Seedlip is a great example of what alcohol companies want when investing in these smaller companies — a premium brand that makes craft beverages without artificial flavors. Large beverage firms want to make investments in or buy operations that have the potential to grow much faster than a traditional distiller or brewer.

In July, Anheuser-Busch InBev acquired San Francisco-based Hiball Energy, a maker of organic energy drinks, sparkling juices and waters. Hiball’s organic, fair-trade drinks use ingredients such as guarana and ginseng and are sold at Whole Foods, CVS and Kroger. AB InBev wants to accelerate the company’s growth and "bring their drinks to more customers in more places.” AB InBev also is working with Starbucks to produce a bottled version of Teavana tea and has announced it plans to shift at least 20 percent of its global beer volume to low-alcohol and non-alcoholic beers by 2025.

Heineken too has expanded its non-alcoholic offerings after its no- and low-alcohol drinks enjoyed double-digit sales growth in Europe in the first half of this year.

While the details of the Hiball deal were not made public, there are other deals that underscore how hot this sector is — for example, Dr Pepper Snapple Group’s $1.7 billion deal late last year to acquire Bai Brands. The storied soda maker paid four times projected 2017 annual revenue of $425 million for the maker of fruit-flavored, antioxidant-infused drinks that appeal to health-conscious consumers. In another deal where a seller was rewarded for high growth in a premium category, storied craft beer brand Ballast Point was acquired by Constellation in late 2015 for roughly 8.7 times projected 2015 revenue of $115 million.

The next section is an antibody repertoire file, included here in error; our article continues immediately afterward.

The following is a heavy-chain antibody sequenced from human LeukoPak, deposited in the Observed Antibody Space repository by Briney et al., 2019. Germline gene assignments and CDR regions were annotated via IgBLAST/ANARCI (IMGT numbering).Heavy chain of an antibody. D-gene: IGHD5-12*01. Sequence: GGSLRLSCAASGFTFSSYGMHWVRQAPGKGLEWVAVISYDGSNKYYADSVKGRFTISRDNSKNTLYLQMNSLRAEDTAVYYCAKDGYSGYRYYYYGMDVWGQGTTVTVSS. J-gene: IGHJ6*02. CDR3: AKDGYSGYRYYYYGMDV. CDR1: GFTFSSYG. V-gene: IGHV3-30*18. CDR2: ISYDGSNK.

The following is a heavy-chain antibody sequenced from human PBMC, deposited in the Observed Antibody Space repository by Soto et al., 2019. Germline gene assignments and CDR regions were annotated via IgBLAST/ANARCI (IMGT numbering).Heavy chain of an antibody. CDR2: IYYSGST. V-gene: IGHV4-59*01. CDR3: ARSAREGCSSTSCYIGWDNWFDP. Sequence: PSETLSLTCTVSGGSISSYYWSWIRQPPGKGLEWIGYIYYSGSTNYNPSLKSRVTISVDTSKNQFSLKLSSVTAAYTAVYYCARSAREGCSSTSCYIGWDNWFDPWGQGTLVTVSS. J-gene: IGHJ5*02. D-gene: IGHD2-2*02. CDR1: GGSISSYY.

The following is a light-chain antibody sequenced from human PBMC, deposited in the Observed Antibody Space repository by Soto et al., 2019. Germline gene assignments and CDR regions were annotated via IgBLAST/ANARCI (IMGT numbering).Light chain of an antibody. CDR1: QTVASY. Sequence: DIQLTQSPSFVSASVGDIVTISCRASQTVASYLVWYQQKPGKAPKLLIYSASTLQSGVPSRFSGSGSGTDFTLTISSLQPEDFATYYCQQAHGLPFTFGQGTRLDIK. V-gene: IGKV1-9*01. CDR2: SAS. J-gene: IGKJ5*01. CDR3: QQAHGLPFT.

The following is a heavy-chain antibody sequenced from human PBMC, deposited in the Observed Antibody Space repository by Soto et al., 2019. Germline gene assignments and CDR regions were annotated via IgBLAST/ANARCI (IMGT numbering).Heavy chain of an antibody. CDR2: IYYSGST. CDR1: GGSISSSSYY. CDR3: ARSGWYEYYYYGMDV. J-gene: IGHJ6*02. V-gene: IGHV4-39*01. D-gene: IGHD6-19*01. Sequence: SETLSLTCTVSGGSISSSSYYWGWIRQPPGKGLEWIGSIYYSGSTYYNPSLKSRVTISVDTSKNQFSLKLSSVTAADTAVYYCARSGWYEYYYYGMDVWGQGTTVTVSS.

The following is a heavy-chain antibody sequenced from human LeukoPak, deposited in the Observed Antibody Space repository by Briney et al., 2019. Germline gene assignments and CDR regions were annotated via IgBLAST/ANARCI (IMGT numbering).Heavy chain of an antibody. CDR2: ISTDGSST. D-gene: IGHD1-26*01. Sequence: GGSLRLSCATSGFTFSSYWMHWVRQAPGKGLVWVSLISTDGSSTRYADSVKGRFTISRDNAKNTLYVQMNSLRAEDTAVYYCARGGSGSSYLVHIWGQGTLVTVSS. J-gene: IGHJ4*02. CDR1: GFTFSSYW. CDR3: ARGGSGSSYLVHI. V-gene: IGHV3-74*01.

That trend toward luxury, non-alcoholic drinks also is influencing the behavior of smaller, middle-market beverage producers. For instance, Copper & Kings American Brandy Co. has added a line of five high-end non-alcoholic beverages — Cola Superior, Ginger Beer, Cream Soda, Mandarin Mint and Tonic Water — to its product offerings.

Any investor wondering why a liquor company would want to add premium sodas to its product offerings only has to look at London’s Fevertree Drinks Plc. The company makes premium sodas, ginger ales and lemonades, and its signature tonic water made from Congolese quinine that it markets as "3/4 of your cocktail” and sells for about $24 for eight small bottles. The company’s mixers have become a staple of craft cocktail "mixologists” around the world. Growing revenue and profit margins at a feverish pace, Fevertree went public in 2014 and boasts an enterprise value of $3.7 billion today, nearly 21 times its last 12 months’ revenue. By comparison, slow-growing behemoth Coca-Cola Co. trades at 5.7 times LTM revenue, AB InBev trades at 6.8 times, and Constellation Brands trades at 6.6 times. 

In the coming years, producing spirits, beer and wine alone will make it hard for large beverage companies to sustain profits, given flagging global sales trends. As a result, we can expect a growing number of deals in the non-alcoholic beverage industry as alcoholic drinks companies evolve to thrive for the next hundred years.